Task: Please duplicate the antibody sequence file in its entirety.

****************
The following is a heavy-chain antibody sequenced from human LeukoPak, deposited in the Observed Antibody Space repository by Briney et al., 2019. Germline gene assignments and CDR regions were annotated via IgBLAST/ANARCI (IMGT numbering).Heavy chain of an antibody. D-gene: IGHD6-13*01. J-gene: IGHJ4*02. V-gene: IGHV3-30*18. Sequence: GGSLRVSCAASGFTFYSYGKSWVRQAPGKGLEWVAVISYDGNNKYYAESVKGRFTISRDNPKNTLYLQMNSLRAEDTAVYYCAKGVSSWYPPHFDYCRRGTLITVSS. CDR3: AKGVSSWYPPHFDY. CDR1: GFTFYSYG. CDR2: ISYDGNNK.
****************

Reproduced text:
The following is a heavy-chain antibody sequenced from human LeukoPak, deposited in the Observed Antibody Space repository by Briney et al., 2019. Germline gene assignments and CDR regions were annotated via IgBLAST/ANARCI (IMGT numbering).Heavy chain of an antibody. D-gene: IGHD6-13*01. J-gene: IGHJ4*02. V-gene: IGHV3-30*18. Sequence: GGSLRVSCAASGFTFYSYGKSWVRQAPGKGLEWVAVISYDGNNKYYAESVKGRFTISRDNPKNTLYLQMNSLRAEDTAVYYCAKGVSSWYPPHFDYCRRGTLITVSS. CDR3: AKGVSSWYPPHFDY. CDR1: GFTFYSYG. CDR2: ISYDGNNK.